Last week, Facebook CEO Mark Zuckerberg called President Barack Obama to air his frustration about the U.S. government spying and hacking programs.
Somehow, it seems richly ironic that the king of social media is complaining about our loss of privacy. It's the latest chapter in Facebook's wild and crazy history. The company turned 10 years old a few weeks ago, showing off the maturity it has gained in its initial decade of business.
One of the major allegations against Facebook, which by now boasts more than 1.2 billion users, it that it is sacrificing its faithful's privacy as a way to give the company's advertisers more information about us.
When you write on Facebook that you loved "The Wolf of Wall Street," you're helping Madison Avenue open a window into your wallet. And Zuckerberg promotes the whole idea of catering to the advertisers which have made Facebook the toast of Wall Street.
Facebook staged an initial public offering on May 18, 2012, when its stock opened at a hefty $38. After that clams introduction, the stock proceeded to nosedive, losing more than half of its initial value before too long.
The charge against Facebook was that it had failed to come up with a winning mobile-advertising strategy. Once Facebook worked out that difficulty, the stock began to zoom.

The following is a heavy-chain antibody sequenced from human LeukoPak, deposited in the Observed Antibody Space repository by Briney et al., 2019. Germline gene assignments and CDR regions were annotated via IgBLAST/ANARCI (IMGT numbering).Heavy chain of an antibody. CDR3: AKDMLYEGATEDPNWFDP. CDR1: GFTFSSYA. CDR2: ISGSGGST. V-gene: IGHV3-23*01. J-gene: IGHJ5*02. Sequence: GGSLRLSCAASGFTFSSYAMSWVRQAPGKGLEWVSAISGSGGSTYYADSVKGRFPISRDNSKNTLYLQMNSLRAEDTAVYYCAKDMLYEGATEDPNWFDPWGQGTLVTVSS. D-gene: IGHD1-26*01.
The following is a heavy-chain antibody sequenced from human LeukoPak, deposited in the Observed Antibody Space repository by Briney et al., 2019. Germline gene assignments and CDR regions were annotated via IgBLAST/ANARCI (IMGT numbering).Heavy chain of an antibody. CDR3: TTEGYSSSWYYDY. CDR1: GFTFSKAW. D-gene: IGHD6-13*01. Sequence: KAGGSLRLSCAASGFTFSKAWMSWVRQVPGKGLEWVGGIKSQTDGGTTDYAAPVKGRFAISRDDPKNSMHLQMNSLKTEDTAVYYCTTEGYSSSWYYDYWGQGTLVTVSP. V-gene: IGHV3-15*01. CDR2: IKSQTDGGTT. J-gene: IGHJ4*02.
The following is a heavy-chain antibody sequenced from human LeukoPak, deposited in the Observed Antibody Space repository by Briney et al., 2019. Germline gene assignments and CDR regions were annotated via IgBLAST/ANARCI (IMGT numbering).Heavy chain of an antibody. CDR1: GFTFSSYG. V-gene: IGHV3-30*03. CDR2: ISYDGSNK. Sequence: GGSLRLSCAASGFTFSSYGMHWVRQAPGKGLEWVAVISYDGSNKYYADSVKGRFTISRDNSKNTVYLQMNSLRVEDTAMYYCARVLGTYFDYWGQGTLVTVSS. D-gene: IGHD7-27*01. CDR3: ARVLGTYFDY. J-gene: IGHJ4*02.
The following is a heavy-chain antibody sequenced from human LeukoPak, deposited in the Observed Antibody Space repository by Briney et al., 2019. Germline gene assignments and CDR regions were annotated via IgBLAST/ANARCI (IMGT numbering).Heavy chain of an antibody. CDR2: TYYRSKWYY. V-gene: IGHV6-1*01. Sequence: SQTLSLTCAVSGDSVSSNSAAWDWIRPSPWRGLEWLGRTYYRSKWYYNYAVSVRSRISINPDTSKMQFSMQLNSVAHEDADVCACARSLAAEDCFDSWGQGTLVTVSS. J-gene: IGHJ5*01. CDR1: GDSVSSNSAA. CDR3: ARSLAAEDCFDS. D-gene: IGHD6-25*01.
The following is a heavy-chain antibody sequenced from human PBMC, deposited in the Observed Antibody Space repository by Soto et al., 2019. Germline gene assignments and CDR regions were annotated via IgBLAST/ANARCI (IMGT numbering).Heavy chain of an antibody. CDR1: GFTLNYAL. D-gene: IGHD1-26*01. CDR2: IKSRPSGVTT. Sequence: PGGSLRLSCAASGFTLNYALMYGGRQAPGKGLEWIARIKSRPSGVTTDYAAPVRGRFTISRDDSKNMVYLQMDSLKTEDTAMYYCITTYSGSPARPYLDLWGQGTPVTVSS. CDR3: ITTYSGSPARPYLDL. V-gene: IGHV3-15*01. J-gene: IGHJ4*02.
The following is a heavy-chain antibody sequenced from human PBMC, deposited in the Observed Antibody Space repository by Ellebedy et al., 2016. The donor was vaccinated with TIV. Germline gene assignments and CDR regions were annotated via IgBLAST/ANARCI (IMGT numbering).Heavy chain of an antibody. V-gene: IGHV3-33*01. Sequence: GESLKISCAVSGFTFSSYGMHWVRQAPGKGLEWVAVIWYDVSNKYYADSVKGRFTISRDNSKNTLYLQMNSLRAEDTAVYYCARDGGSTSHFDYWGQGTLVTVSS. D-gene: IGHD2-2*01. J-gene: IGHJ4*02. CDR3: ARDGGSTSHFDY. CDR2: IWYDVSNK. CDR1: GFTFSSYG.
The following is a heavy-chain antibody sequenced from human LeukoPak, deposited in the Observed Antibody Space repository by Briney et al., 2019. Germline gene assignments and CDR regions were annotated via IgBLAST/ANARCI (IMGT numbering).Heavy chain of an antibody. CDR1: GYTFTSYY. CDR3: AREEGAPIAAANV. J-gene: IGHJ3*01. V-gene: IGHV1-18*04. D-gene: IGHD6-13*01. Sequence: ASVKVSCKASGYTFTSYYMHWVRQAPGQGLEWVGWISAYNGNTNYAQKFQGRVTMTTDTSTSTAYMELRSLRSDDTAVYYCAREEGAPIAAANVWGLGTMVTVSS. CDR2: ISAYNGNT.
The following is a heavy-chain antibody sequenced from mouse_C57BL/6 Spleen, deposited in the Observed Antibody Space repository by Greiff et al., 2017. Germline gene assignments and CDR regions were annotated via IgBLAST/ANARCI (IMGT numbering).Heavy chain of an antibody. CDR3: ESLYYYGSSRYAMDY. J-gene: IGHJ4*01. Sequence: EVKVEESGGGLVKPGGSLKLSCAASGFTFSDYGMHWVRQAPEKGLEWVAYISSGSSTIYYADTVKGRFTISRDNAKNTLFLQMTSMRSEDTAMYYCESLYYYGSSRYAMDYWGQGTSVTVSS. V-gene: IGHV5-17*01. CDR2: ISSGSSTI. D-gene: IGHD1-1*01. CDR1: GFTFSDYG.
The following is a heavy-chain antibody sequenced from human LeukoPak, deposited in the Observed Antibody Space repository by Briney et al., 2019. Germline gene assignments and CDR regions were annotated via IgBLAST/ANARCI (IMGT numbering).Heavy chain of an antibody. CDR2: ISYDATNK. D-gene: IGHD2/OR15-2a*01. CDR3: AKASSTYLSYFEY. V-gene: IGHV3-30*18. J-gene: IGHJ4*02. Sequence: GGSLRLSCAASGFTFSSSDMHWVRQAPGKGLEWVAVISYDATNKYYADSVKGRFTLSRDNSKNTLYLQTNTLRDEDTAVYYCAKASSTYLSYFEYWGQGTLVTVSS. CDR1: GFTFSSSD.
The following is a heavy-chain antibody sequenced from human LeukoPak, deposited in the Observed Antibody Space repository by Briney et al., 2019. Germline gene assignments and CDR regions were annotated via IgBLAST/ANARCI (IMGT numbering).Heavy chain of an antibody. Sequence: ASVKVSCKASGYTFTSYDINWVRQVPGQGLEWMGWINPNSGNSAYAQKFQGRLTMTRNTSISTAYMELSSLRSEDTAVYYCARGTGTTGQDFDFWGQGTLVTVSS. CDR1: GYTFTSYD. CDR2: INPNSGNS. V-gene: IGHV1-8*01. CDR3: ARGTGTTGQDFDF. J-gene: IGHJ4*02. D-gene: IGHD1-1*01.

Today, it is a shining symbol of tech prowess on Wall Street. Just check out that Facebook stock. Even after a challenging week, it closed on Friday trading above $67.
Flush with that kind of success, then, Zuckerberg, who turns 30 in May, felt compelled to sound off to the POTUS (as if the president doesn't have enough aggravation!). It is something of a pop-culture milestone when the CEO of Facebook, who is worth roughly $24 billion, feels powerful enough to try to put pressure on the president.
Imagine if this were actually part of a movie script. You'd have the sinister background music popping up to signal an ominous turn in the plot. Zuckerberg would be sitting alone in the dark when he suddenly reaches for the phone and calls Obama.
Or maybe it seems more likely that this exchange would be the focus of a cold opening on "Saturday Night Live." It would draw a lot of laughs.
Either way, this probably won't be the last time that Mark Zuckerberg takes on the president. This is his imaginable right, as an American self-made billionaire. It's just kind of funny that he would pick privacy as his big issue.
Jon Friedman writes the Media Matrix blog for Indiewire.com. He is also the author of "Forget About Today: Bob Dylan's Genius for (Re)Invention, Shunning the Naysayers, and Creating a Personal Revolution." Read more reports from Jon Friedman — Click Here Now.
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